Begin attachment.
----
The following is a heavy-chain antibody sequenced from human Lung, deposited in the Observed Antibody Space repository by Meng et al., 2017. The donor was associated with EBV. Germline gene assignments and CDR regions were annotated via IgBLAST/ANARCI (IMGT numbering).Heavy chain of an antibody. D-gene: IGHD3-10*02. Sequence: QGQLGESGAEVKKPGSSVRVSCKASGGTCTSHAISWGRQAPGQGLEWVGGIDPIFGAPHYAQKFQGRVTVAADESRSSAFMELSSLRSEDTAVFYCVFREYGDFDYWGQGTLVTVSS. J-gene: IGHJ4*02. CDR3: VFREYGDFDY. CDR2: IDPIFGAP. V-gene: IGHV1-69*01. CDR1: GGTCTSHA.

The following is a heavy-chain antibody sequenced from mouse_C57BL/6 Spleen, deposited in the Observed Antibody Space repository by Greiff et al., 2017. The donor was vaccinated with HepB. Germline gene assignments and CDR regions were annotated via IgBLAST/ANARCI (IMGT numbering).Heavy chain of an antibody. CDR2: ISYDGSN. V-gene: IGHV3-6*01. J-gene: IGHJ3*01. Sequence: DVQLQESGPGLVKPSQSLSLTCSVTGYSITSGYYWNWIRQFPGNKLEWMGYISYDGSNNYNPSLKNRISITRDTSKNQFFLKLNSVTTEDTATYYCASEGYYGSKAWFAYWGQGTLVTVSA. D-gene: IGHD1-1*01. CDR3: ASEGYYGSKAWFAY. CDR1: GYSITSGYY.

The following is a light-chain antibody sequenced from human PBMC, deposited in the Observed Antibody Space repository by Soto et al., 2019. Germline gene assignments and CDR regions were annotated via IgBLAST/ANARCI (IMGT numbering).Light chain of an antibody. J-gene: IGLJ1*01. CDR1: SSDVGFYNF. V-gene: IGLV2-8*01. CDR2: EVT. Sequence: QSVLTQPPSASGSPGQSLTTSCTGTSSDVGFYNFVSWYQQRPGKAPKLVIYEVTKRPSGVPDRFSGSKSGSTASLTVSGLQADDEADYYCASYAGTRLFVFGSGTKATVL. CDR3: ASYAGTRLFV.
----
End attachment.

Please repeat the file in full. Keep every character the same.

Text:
The following is a heavy-chain antibody sequenced from human Lung, deposited in the Observed Antibody Space repository by Meng et al., 2017. The donor was associated with EBV. Germline gene assignments and CDR regions were annotated via IgBLAST/ANARCI (IMGT numbering).Heavy chain of an antibody. D-gene: IGHD3-10*02. Sequence: QGQLGESGAEVKKPGSSVRVSCKASGGTCTSHAISWGRQAPGQGLEWVGGIDPIFGAPHYAQKFQGRVTVAADESRSSAFMELSSLRSEDTAVFYCVFREYGDFDYWGQGTLVTVSS. J-gene: IGHJ4*02. CDR3: VFREYGDFDY. CDR2: IDPIFGAP. V-gene: IGHV1-69*01. CDR1: GGTCTSHA.

The following is a heavy-chain antibody sequenced from mouse_C57BL/6 Spleen, deposited in the Observed Antibody Space repository by Greiff et al., 2017. The donor was vaccinated with HepB. Germline gene assignments and CDR regions were annotated via IgBLAST/ANARCI (IMGT numbering).Heavy chain of an antibody. CDR2: ISYDGSN. V-gene: IGHV3-6*01. J-gene: IGHJ3*01. Sequence: DVQLQESGPGLVKPSQSLSLTCSVTGYSITSGYYWNWIRQFPGNKLEWMGYISYDGSNNYNPSLKNRISITRDTSKNQFFLKLNSVTTEDTATYYCASEGYYGSKAWFAYWGQGTLVTVSA. D-gene: IGHD1-1*01. CDR3: ASEGYYGSKAWFAY. CDR1: GYSITSGYY.

The following is a light-chain antibody sequenced from human PBMC, deposited in the Observed Antibody Space repository by Soto et al., 2019. Germline gene assignments and CDR regions were annotated via IgBLAST/ANARCI (IMGT numbering).Light chain of an antibody. J-gene: IGLJ1*01. CDR1: SSDVGFYNF. V-gene: IGLV2-8*01. CDR2: EVT. Sequence: QSVLTQPPSASGSPGQSLTTSCTGTSSDVGFYNFVSWYQQRPGKAPKLVIYEVTKRPSGVPDRFSGSKSGSTASLTVSGLQADDEADYYCASYAGTRLFVFGSGTKATVL. CDR3: ASYAGTRLFV.